Frijoles charros (or Cowboy Beans) is a traditional Mexican dish that is more of a bean soup than a plain old side of beans. It is, hands-down, my favorite way of eating beans as a main course.
For bonus points, serve them up simply with some hot flour tortillas, or even better, a pan of masa cornbread or pan de campo.
Growing up, beans and cornbread was a staple meal in our house. It’s about the cheapest way to feed a family of four. For us, cheap eating was especially important, considering my mother had to feed two boys who would each eventually grow up to be over 6′ 3″ and 230 pounds.
- Try one of our 12 salsa recipes to help you master Taco Night.
This is my take on all those beans and cornbread meals from when I was young. It’s one of the most comforting meals for me to eat.
Tips for the Best Frijoles Charros
There’s been an ongoing myth for decades that salting your beans too early will make them tough. It’s just not true.
Cook’s Illustrated debunked that myth for us a while back. Now we don’t have to worry about bland beans anymore.
I salt at the beginning of the cooking time (CI recommends actually salting during the soak phase, but I don’t think that’s necessary).
What will make your beans tough, though, is acidic foods. That’s why we add the tomatoes toward the end of the cooking time, after the beans have already softened up.
Before you add the tomatoes, be careful to taste your beans to ensure they’ve softened up before adding them. If you have an older batch of dried beans, it may take longer for them to cook, and you might be adding the tomatoes too early.
Frijoles Charros (Cowboy Beans)
- 1 lb. dried pinto beans
- 8 ounces bacon - cut into 1/4-inch pieces
- 1/2 medium yellow onion - diced
- 3 serrano chiles - seeds and veins removed, finely chopped
- 4 cloves garlic - minced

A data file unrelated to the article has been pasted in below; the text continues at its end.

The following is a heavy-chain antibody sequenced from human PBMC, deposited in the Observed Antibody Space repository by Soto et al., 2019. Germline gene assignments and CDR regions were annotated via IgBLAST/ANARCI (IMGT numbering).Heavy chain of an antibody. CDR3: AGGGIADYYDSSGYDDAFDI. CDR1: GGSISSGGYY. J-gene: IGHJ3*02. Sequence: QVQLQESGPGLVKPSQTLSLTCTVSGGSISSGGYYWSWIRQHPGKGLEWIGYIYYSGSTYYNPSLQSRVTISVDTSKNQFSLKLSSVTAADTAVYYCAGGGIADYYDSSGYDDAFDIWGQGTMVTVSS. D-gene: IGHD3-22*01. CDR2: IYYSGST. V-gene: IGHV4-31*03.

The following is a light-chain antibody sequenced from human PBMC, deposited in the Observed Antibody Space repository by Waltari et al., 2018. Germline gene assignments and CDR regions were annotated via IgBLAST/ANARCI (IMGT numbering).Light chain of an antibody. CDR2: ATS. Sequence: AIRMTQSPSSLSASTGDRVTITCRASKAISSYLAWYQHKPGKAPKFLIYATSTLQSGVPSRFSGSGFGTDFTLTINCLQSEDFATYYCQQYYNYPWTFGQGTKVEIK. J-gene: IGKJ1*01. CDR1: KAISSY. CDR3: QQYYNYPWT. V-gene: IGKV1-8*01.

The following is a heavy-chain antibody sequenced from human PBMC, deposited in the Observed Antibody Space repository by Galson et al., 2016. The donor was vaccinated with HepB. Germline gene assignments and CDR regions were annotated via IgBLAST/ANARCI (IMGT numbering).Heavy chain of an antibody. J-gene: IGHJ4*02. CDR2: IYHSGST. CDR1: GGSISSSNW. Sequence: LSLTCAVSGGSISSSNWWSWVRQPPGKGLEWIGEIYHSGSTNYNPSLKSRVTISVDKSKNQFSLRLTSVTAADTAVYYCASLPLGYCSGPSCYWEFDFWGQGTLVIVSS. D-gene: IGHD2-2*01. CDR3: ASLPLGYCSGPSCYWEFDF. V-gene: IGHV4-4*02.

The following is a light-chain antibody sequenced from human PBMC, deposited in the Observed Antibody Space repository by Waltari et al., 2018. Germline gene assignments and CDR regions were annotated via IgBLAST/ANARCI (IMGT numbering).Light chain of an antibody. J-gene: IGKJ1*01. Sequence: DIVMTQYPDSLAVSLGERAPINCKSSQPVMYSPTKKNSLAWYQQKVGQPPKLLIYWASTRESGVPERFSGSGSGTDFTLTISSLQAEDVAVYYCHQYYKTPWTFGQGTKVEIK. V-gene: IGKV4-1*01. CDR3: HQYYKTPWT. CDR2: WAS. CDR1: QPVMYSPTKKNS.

- 1 tsp. Mexican oregano
- 1/2 tsp. cumin
- 8 cups chicken stock
- 1 1/2 lbs. ripe tomatoes - cored, seeded, and finely chopped
- 1/4 cup cilantro - chopped
- 1/2 tsp. salt - or to taste
- Place the beans in a large bowl with enough water to cover them by 2-inches. Let soak overnight.
- Fry the bacon until all of the fat has rendered and it has become crispy. About 10 minutes over medium heat. Transfer to a paper-towel lined plate and place in the refrigerator. Pour off all but 2 tbsp. of the bacon grease (reserve for another dish). Add the onion and cook until translucent. About 8 minutes. Add serrano, garlic, oregano, and cumin. Cook an additional minute.
- Add in the chicken stock, scraping the bottom of the pot to remove any stuck-on bits. Add the beans. Bring to a gentle simmer and cook for about 1 1/2 hours, or until tender.
- Add cilantro, tomatoes, and bacon. Taste for salt and add more, if necessary. Cook an additional 15 minutes.
Cynthia Tassell says
I made a double batch for my Bible study group last night & it went over well. Only 8 showed up so left overs go to my sister’s family (3) and niece’s family (9). I added leftover chicken chunks. It was delicious!
Cory Doggett says
Awesome. I like to eat them as a whole meal on occasion. The chicken chunks would make them even more filling.